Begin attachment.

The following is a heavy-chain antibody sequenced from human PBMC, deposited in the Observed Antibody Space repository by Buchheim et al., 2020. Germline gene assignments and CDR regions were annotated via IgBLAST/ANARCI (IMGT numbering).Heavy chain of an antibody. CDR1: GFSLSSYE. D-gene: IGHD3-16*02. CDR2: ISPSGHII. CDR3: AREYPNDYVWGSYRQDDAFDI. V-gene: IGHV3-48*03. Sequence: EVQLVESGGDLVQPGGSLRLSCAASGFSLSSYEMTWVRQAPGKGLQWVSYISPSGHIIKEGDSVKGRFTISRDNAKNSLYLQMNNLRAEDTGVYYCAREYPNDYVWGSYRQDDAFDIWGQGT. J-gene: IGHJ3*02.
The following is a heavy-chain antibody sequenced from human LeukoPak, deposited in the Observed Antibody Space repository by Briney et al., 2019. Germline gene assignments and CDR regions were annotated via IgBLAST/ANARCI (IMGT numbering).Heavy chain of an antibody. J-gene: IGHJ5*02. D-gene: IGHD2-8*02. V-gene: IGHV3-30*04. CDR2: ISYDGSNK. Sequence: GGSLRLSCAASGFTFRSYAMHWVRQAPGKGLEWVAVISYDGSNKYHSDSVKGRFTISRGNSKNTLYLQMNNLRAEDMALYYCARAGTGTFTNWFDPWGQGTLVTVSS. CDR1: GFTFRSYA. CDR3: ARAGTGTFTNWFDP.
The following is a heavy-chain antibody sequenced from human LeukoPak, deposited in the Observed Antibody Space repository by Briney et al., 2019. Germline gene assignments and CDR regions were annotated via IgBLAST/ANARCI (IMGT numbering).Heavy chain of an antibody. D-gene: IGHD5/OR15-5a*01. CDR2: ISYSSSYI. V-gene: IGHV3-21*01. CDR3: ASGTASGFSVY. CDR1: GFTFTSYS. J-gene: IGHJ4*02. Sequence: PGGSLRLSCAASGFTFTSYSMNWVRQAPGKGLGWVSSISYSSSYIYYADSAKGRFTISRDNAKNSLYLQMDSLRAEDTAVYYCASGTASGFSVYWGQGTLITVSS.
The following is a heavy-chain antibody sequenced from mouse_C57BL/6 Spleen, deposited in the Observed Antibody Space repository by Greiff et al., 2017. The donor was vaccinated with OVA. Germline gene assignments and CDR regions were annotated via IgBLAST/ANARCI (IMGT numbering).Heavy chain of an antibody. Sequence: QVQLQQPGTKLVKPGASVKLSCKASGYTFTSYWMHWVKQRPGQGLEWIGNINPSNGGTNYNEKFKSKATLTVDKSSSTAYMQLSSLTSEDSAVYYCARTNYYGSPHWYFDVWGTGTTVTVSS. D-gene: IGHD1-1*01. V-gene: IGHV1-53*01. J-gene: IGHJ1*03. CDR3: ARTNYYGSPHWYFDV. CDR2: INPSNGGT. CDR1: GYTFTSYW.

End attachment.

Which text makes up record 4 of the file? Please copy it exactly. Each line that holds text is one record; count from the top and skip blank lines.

The following is a heavy-chain antibody sequenced from mouse_C57BL/6 Spleen, deposited in the Observed Antibody Space repository by Greiff et al., 2017. The donor was vaccinated with OVA. Germline gene assignments and CDR regions were annotated via IgBLAST/ANARCI (IMGT numbering).Heavy chain of an antibody. Sequence: QVQLQQPGTKLVKPGASVKLSCKASGYTFTSYWMHWVKQRPGQGLEWIGNINPSNGGTNYNEKFKSKATLTVDKSSSTAYMQLSSLTSEDSAVYYCARTNYYGSPHWYFDVWGTGTTVTVSS. D-gene: IGHD1-1*01. V-gene: IGHV1-53*01. J-gene: IGHJ1*03. CDR3: ARTNYYGSPHWYFDV. CDR2: INPSNGGT. CDR1: GYTFTSYW.